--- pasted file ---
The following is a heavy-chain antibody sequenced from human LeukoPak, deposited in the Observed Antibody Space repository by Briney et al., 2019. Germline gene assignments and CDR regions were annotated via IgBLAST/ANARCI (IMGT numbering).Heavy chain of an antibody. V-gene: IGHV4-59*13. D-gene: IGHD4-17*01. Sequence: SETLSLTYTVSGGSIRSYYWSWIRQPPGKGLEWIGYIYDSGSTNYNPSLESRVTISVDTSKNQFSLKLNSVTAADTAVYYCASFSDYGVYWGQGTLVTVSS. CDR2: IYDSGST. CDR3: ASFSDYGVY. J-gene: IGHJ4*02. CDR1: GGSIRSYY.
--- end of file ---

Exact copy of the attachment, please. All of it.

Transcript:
The following is a heavy-chain antibody sequenced from human LeukoPak, deposited in the Observed Antibody Space repository by Briney et al., 2019. Germline gene assignments and CDR regions were annotated via IgBLAST/ANARCI (IMGT numbering).Heavy chain of an antibody. V-gene: IGHV4-59*13. D-gene: IGHD4-17*01. Sequence: SETLSLTYTVSGGSIRSYYWSWIRQPPGKGLEWIGYIYDSGSTNYNPSLESRVTISVDTSKNQFSLKLNSVTAADTAVYYCASFSDYGVYWGQGTLVTVSS. CDR2: IYDSGST. CDR3: ASFSDYGVY. J-gene: IGHJ4*02. CDR1: GGSIRSYY.